A couple founds their own community to help raise their children as a group

Max and Charlotte Knee-Zaska founded their own commune for a “slower pace of life”. (SWNS)

Charlotte Knee-Zaska, 30, mother of three children, has always dreamed of building a commune in the countryside, as their family home. Her ultimate goal was for her and her husband, a 32-year-old musician named Max, to create their own “sustainable community” and enjoy a “slower pace of life”.

In August 2017, she and Max finally took the plunge, moving from their home in Dublin to County Offaly in Ireland, where they invested in an acre of land. They had spent the past three years saving the £47,000 they needed to realize their vision.

Accompanied by their eldest daughter Iza, now aged five, the couple embarked on the construction of two houses – with the aim of inviting other families to join their community and learn to live together sustainably.

The couple spent two years renovating a chalet so that another family could join their commune.  (SWNS)

The couple spent two years renovating a chalet so that another family could join their commune. (SWNS)

They spent two years renovating a cottage already on the land and building an extension with its own living spaces so another family could join their unconventional settlement.

And in April 2021, they were able to welcome home their friends, James Smith, 32, a music producer, and Ffion Thomas, 31, a holistic therapist, and their one-year-old daughter, Connie.

The couple were joined by their friends, James and Ffion, and their children, to live in their community.  (SWNS)

The couple were joined by their friends, James and Ffion, and their children, to live in their community. (SWNS)

Now the two families live as a community – eating local or organic foods and hosting women’s retreats from their homes.

“We have chicken eggs and try to become more and more self-sufficient over time,” says Knee-Zaska.

Families have their own vegetable gardens, growing zucchini, kale, leeks, beets and squash. They eat as much of their home grown food as possible throughout the summer and use organic food from their local farmers.

Families have their own vegetable garden with zucchini, kale, leeks, beets and squash and lots of other foods.  (SWNS)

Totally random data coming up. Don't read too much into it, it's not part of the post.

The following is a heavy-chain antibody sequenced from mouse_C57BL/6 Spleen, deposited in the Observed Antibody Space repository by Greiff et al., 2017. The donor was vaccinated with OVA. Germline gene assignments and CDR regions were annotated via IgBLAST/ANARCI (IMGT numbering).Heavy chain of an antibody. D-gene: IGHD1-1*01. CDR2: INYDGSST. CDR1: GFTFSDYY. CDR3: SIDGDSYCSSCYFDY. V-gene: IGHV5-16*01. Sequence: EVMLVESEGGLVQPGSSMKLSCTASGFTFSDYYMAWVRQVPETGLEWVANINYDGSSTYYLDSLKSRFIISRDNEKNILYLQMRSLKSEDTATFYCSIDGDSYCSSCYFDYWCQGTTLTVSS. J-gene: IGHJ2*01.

Families have their own vegetable garden with zucchini, kale, leeks, beets and squash and lots of other foods. (SWNS)

“I always wanted to have a real home because I moved around a lot when I was a kid,” explains Knee-Zaska.

“When we moved it was a little daunting at first because we had no heating and the garden was just rubble and mud. But slowly we built the garden and the houses so we could live in community with our friends.

“It worked really well,” says Charlotte. “We’re not on top of each other because we still have separate living spaces, but you also know you’re never alone.”

“All the adults often have morning coffee together and we help each other out with our kids.”

Knee-Zaska likes the slower pace of life.

“It’s great because I can have some peace and quiet while Ffion or James look after the kids. I also know that they can run around and play in the garden and that I don’t need to watch them,” she says.

Both families eat home-grown food and help each other raise their children.  (SWNS)

Both families eat home-grown food and help each other raise each other’s children. (SWNS)

Knee-Zaska set out to create community while living in the city, but struggled to bring people together to make it work.

And after hunting on cheap housing sites, she fell in love with land in Offaly, Ireland.

“It was a bit over our budget but I really liked it, so we went to see,” she says. “We fell in love with it as soon as we saw it.”

“It was a lot at first, as I was still traveling to Dublin for work so we could get money to fix our heating and stuff like that.”

“But we did the renovations as we started saving,” she explains.

While they were setting up the house, the couple welcomed their two other daughters, Eden, now three, and Thea, one.

Charlotte says she loves being able to spend so much time with her children.  (SWNS)

Charlotte says she loves being able to spend so much time with her children. (SWNS)

“After a few months I quit my job in Dublin and became a yoga teacher and worked part-time in social care,” she says.

“It meant I could be home with the kids six days a week.”

Now Knee-Zaska and Thomas have started hosting private retreats and women’s circles once a month in a teepee in the garden.

“We do breathwork and massage with them,” says Knee-Zaska.

Families adopt a slower pace of life after living in Dublin.  (SWNS)

Families adopt a slower pace of life after living in Dublin. (SWNS)

She hopes to expand her community if she is able to buy more land.

“It would be nice if we had more people to join us,” she says. “I would like to find a place a little closer to the sea.

“But it would also be difficult to leave here because I have an attachment to it now. It’s amazing to be able to walk around the garden and see the countryside. The environment is so calming and I like living in community.

Joan D. Boling